Sunil Gavaskar took over as the interim head of the turmoil-ridden BCCI, in place of the tainted N Srinivasan, and has become overall in charge of the annual Indian Premier League (IPL) beginning next month. It is a hugely challenging task given the shadow falling over the IPL.
Sunil Gavaskar delivers the 2012-13 MAK Pataudi Memorial Lecture at Chennai in 2013
Many experts and cricket followers though think ‘Sunny’ is the right man for the job, “though the corruption allegations and bookie links I think will be handled by the police, it is at another level now,” says Sumedh Shah, Sunil Gavaskar’s former business partner at Professional Management Group (PMG). Shah and Gavaskar were 50:50 partners in the venture that began in 1985, way before sports event management became fashionable.
Shah, who sold his PMG shares in 2007, 22 years after the firm’s inception says, “I was not surprised that Sunil said yes to become interim president. He understands the totality of the game. And, as he himself has said, when the Supreme Court of India tells you to do something, you do not say, no.” They say, working together is a bit like living in, you only truly know a person when you start working with them.
Says Shah: “I used to tell my friends that Sunil is a highly intelligent man. His ability to grasp the subject is tremendous. If not in cricket, he would have been the chairman of a company, such is his business acumen.” Shah adds that though he (Shah) primarily handled administrative matters at the PMG, “Sunil would always be present at meetings when I asked him to, to alleviate an office crisis perhaps. Then, he would also accompany me to Delhi where we had to go and meet the Doordarshan honchos. In 1985, there were no private TV channels and Doordarshan, then, was a tough nut to crack.”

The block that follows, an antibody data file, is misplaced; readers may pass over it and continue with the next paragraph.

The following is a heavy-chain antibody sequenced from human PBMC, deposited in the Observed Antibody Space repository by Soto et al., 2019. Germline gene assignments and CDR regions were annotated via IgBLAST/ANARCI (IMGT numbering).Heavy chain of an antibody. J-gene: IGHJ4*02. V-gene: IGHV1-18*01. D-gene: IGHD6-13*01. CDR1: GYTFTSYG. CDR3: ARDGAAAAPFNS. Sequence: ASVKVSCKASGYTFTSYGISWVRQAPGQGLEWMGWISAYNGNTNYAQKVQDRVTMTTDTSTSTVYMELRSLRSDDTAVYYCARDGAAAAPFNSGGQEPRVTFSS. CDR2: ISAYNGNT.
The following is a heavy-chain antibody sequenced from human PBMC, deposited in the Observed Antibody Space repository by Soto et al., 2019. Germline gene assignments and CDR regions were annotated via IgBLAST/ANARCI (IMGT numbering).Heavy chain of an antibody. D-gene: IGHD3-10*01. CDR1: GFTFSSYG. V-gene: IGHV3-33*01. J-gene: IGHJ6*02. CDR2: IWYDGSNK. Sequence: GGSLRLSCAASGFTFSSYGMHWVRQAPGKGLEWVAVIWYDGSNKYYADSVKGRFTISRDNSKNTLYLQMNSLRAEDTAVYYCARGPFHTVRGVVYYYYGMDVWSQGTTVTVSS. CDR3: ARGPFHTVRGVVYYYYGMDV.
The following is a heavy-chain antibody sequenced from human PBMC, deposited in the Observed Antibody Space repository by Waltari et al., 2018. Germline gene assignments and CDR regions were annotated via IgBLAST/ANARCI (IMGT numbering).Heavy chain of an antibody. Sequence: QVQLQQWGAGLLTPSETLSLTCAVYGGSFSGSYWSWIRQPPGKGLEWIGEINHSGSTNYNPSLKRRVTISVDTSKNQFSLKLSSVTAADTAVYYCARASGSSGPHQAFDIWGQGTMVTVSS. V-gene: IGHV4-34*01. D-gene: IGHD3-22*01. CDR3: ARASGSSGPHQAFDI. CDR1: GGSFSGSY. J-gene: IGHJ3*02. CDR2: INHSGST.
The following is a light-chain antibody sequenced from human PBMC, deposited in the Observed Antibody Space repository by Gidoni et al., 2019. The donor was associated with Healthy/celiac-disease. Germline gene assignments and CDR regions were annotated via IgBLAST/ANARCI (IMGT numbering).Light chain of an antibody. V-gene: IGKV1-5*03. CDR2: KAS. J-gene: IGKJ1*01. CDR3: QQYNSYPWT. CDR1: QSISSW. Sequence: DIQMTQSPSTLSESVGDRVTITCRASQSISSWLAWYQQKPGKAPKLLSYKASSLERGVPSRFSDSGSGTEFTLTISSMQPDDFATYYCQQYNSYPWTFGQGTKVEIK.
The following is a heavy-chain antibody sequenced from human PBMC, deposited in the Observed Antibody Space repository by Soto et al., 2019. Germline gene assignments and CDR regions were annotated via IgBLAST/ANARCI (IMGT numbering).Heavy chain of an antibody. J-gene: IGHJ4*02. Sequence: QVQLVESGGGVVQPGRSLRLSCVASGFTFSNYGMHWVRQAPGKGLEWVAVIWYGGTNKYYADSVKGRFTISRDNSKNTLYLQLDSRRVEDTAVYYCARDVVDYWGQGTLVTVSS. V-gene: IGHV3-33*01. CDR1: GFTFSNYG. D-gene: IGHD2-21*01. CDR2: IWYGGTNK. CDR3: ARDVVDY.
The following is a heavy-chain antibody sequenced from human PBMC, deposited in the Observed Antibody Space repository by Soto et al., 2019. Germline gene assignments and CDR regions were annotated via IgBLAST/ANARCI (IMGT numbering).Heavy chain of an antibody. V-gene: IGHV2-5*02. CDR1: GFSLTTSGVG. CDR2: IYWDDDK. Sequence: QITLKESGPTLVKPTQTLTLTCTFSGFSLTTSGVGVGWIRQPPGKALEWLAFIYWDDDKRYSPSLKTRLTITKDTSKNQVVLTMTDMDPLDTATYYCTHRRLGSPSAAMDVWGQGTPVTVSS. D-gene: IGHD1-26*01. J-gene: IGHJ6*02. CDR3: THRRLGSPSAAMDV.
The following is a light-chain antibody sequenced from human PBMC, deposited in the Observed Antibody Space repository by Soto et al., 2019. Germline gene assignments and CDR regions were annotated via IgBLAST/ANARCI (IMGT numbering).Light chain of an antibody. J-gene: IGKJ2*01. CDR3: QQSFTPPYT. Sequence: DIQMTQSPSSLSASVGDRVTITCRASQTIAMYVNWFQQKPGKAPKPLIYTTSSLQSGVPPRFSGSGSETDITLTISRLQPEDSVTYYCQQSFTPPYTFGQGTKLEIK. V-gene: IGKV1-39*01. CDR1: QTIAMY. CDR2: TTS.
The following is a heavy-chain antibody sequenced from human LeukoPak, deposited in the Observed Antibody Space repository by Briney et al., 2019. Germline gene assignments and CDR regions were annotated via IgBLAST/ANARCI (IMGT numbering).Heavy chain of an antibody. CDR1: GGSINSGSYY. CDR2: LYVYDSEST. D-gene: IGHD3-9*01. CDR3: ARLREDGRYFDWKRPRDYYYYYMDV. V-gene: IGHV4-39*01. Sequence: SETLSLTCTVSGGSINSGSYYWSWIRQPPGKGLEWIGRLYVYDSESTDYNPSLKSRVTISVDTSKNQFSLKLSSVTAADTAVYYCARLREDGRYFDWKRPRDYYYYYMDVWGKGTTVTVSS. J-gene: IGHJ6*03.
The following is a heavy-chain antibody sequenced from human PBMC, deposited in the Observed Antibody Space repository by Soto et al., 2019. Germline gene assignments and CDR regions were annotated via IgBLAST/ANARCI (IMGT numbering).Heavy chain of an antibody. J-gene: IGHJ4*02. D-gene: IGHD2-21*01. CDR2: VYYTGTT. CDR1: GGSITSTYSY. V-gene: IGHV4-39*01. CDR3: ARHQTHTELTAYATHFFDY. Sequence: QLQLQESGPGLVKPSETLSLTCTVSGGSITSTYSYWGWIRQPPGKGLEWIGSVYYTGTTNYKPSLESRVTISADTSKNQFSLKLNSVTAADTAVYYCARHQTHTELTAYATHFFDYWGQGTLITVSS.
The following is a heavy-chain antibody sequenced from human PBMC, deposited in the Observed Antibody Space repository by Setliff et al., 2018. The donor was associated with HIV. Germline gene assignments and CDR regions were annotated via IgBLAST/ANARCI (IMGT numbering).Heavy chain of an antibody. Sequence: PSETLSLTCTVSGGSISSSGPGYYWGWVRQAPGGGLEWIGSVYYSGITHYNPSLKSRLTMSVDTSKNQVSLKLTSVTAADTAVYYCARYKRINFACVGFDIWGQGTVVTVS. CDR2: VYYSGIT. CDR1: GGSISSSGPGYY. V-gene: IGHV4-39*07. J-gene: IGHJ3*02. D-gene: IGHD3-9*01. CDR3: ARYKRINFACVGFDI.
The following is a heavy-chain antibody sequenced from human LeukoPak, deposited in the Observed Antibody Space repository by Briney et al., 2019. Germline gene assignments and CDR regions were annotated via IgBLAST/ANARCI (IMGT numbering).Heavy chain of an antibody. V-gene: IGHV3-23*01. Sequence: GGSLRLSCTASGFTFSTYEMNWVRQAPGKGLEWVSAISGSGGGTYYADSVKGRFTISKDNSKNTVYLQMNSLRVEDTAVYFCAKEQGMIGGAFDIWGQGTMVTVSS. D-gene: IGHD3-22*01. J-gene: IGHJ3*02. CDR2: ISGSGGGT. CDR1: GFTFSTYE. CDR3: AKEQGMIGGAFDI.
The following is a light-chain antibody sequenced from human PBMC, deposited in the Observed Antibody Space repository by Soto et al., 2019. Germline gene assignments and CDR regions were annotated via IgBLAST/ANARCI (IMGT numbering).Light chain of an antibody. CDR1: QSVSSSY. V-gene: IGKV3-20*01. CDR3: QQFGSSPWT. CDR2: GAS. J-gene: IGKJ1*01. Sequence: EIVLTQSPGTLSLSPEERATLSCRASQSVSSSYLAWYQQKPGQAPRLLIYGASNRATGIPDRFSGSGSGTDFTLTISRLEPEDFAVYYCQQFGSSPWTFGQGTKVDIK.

Gavaskar has also temporarily suspended writing his columns as he holds the BCCI post. That was a tie he snapped after 25 years of writing, and Shah recollects, “Sunil was an extremely prolific writer. He would sit down and put down the mandatory word count, wherever in the world he may have been – different time zones, he would ensure that his column reached on time. Whether in the Australia, New Zealand or even the US, he was professional and meticulous about that.”
Shah props up his summing up of Gavaskar as extremely sharp with an anecdote: “I remember we had gone to Kolkata years ago, and Sunny was mobbed at the airport. His organisational instincts took over. He told the people who were clamouring for an autograph to stand in a queue. They queued up and I was sitting next to him. One man, who thought he was too smart, came in twice to take Sunny’s autograph. Though I did not realise that through the hordes of people, Sunny was quick in telling him, “Hey, you have come in again in the queue.” Well, like those weather forecasters say: For Indian cricket, some Sunny days ahead after all that thunder.